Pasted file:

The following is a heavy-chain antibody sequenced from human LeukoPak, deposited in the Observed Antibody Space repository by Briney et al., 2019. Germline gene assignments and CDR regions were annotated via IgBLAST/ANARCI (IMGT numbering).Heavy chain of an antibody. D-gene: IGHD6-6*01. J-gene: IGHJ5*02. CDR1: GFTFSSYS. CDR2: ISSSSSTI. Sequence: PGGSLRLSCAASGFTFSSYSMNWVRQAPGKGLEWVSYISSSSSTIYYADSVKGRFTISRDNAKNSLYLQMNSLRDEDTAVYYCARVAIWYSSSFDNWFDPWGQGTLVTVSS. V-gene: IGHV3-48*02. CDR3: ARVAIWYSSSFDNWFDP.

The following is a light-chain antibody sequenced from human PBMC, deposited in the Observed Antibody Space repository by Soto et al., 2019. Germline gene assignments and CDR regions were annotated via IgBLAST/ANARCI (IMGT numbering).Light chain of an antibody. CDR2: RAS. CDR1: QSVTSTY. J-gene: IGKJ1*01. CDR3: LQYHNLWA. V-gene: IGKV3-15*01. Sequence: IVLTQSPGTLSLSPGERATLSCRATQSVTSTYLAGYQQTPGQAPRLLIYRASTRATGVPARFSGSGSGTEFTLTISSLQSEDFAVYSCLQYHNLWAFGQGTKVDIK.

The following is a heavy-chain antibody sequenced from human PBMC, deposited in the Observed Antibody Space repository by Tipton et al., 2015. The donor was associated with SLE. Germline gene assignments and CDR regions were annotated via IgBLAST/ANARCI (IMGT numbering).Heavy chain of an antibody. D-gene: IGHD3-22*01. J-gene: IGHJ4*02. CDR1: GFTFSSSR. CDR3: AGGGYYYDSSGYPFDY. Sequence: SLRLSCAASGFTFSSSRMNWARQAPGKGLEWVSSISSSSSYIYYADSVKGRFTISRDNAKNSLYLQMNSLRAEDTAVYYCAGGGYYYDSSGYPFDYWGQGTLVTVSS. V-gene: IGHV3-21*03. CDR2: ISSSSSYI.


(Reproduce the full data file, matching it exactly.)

The following is a heavy-chain antibody sequenced from human LeukoPak, deposited in the Observed Antibody Space repository by Briney et al., 2019. Germline gene assignments and CDR regions were annotated via IgBLAST/ANARCI (IMGT numbering).Heavy chain of an antibody. D-gene: IGHD6-6*01. J-gene: IGHJ5*02. CDR1: GFTFSSYS. CDR2: ISSSSSTI. Sequence: PGGSLRLSCAASGFTFSSYSMNWVRQAPGKGLEWVSYISSSSSTIYYADSVKGRFTISRDNAKNSLYLQMNSLRDEDTAVYYCARVAIWYSSSFDNWFDPWGQGTLVTVSS. V-gene: IGHV3-48*02. CDR3: ARVAIWYSSSFDNWFDP.

The following is a light-chain antibody sequenced from human PBMC, deposited in the Observed Antibody Space repository by Soto et al., 2019. Germline gene assignments and CDR regions were annotated via IgBLAST/ANARCI (IMGT numbering).Light chain of an antibody. CDR2: RAS. CDR1: QSVTSTY. J-gene: IGKJ1*01. CDR3: LQYHNLWA. V-gene: IGKV3-15*01. Sequence: IVLTQSPGTLSLSPGERATLSCRATQSVTSTYLAGYQQTPGQAPRLLIYRASTRATGVPARFSGSGSGTEFTLTISSLQSEDFAVYSCLQYHNLWAFGQGTKVDIK.

The following is a heavy-chain antibody sequenced from human PBMC, deposited in the Observed Antibody Space repository by Tipton et al., 2015. The donor was associated with SLE. Germline gene assignments and CDR regions were annotated via IgBLAST/ANARCI (IMGT numbering).Heavy chain of an antibody. D-gene: IGHD3-22*01. J-gene: IGHJ4*02. CDR1: GFTFSSSR. CDR3: AGGGYYYDSSGYPFDY. Sequence: SLRLSCAASGFTFSSSRMNWARQAPGKGLEWVSSISSSSSYIYYADSVKGRFTISRDNAKNSLYLQMNSLRAEDTAVYYCAGGGYYYDSSGYPFDYWGQGTLVTVSS. V-gene: IGHV3-21*03. CDR2: ISSSSSYI.